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The start of this adventure perfectly cocoons the player in its winter setting, limiting the grand vistas and scale that is to come. This gives us chance to focus on the games lead character set and initial control scheme. Deep snow has been employed to acclimatise the player to the purposely reigned in pace of what is to come. This is not the instant gratification and reward that some players may be looking to experience. The highs are there, but you’ll have to work for them.

I grew up watching westerns and one of my heroes during childhood was The Man With No Name. Little House on the Prairie, Bonanza and The High Chaparral, to name a few, were all influential TV programs and its refreshing to be transported to this time and place in Read Dead. Yes the first game in the series did this, but thanks to technology and ambition, this latest offering surpasses the immersion of the original.

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As the environments and gameplay have begun to open up, I have managed to maintain the sedate pacing, taking my time to explore this grand world that has been lovingly created. Unlike the recent large open world titles like Horizon Zero Dawn and Assasins Creed’s recent offerings, this is grounded in a time and place that is familiar to us and not too far in our history for it be be difficult to imagine (Ptolemaic Egypt and the Peloponnesian War of the recent Creed games is too ancient for me to connect with). Buildings, transport, weapons, clothing and music of the late 19th century is still on our doorstep.

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Of course, the score and sounds of Red Dead Redemption 2 are also worthy of note. Drawing inspiration from Ennio Morricone, the games composer Woody Jackson returns to offer us almost 200 pieces of music during our journey. With contributions from over 100 musicians including Arca (frequent Bjork and Kanye West collaborator), Duane Eddy (remember that Art of Noise track, Peter Gunn?) and Queens of the Stone Age drummer Jon Theodore. I for one will be hunting down a copy of the official soundtrack on vinyl when its released!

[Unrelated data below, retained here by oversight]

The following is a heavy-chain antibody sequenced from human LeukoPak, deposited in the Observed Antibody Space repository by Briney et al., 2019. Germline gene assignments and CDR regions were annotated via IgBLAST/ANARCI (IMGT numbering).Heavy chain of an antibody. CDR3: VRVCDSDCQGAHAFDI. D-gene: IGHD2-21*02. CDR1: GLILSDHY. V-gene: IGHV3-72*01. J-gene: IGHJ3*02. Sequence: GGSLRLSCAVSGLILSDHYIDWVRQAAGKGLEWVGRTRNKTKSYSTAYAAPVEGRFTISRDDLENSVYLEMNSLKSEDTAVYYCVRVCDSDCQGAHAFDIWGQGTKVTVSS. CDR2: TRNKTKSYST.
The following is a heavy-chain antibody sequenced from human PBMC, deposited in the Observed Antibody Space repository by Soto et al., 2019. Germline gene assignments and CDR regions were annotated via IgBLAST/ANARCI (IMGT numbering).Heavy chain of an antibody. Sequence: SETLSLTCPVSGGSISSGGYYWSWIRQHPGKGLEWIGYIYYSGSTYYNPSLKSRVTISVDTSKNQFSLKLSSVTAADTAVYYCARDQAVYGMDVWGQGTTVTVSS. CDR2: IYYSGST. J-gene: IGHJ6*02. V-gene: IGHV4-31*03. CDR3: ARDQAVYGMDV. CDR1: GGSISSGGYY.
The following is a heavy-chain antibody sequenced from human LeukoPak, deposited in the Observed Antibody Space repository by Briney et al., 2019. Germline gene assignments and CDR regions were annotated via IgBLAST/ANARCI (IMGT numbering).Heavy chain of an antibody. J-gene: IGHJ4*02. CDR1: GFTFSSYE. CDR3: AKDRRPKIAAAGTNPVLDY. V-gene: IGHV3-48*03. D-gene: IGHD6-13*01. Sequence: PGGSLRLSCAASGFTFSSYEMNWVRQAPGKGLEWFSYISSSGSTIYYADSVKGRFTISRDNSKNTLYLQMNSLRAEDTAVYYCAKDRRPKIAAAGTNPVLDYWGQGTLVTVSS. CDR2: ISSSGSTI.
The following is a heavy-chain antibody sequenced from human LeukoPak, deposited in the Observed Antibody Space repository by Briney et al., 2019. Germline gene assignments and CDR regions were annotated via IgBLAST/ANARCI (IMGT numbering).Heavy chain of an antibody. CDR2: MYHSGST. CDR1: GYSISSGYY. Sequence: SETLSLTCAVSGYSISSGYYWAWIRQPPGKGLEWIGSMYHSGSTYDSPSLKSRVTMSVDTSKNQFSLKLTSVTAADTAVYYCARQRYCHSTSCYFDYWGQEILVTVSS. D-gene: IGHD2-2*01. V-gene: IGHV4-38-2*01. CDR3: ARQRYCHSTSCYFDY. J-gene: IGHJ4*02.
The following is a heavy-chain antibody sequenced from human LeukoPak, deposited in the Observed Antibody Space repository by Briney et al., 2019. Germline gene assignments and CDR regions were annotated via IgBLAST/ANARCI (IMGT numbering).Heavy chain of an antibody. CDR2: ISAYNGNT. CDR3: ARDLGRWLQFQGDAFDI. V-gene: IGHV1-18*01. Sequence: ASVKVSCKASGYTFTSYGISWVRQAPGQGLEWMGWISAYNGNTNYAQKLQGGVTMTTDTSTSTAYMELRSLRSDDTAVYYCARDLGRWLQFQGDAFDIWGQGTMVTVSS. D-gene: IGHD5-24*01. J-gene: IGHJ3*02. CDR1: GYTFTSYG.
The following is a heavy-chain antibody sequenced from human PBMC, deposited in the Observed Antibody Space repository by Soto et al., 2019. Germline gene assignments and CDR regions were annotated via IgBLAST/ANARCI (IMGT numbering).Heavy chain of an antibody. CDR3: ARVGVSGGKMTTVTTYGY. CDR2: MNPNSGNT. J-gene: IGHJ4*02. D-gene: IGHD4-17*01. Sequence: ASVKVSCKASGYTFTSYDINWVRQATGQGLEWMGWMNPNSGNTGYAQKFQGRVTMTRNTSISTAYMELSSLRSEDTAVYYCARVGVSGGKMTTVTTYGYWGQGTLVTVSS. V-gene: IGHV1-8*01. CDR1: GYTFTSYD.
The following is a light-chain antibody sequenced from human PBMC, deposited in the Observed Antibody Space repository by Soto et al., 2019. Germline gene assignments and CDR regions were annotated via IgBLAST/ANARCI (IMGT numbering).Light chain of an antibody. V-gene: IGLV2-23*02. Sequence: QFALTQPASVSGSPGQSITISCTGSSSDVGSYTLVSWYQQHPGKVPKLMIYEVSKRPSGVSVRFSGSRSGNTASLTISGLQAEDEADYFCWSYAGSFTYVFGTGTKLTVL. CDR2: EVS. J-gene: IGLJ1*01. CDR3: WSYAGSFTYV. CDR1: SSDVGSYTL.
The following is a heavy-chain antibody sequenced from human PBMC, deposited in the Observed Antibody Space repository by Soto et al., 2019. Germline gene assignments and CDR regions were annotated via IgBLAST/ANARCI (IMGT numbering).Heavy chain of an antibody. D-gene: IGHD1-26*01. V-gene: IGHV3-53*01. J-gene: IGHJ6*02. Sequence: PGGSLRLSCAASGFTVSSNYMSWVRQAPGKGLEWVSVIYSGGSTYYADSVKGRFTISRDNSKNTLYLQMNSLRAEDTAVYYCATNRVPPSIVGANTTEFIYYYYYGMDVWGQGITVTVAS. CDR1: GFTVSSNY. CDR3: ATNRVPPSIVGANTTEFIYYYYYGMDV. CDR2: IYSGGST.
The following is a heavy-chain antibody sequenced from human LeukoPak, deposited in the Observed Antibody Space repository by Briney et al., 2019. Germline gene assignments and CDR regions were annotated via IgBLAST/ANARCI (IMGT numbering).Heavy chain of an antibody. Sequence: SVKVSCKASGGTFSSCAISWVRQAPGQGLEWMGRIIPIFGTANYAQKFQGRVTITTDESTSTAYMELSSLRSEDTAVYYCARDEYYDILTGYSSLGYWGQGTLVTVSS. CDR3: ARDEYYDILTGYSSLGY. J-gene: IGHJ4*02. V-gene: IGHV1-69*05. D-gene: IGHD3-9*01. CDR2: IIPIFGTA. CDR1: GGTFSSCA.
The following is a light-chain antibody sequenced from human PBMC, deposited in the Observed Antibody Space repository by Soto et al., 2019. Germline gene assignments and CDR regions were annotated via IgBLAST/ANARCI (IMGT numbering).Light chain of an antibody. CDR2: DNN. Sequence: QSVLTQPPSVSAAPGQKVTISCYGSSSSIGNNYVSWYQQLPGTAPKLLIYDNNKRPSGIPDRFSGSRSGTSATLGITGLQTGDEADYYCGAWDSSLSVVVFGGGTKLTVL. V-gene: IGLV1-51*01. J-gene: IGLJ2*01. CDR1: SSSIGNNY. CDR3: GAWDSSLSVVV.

Not sure if it’s down to the improved audio design, but I’ve yet to fall foul of the hypnotic, sleep inducing, trotting of horses hooves that plagued me in the first Red Dead Redemption, or perhaps its the rich diversity of surrounding sounds that keep my focus?

I look forward to what else is on offer as I don Arthur Morgans hat and saddle up.

This is a rich and evolving world that deserves your attention. I’ve already taken up too much of your time.

“When a man’s got money in his pocket he begins to appreciate peace.”
Clint Eastwood, A Fistful Of Dollars

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Well you’ve heard Adamski’s first thoughts of Red Dead Redemption 2, what are yours? Let us know in the comments, we want to know everything about your journey to Blackwater; Good, bad or even ugly or maybe you have been blown away by a visual that you want to share to our Midlife Gamer Shoots…Red Dead Redemption 2 Facebook photo album.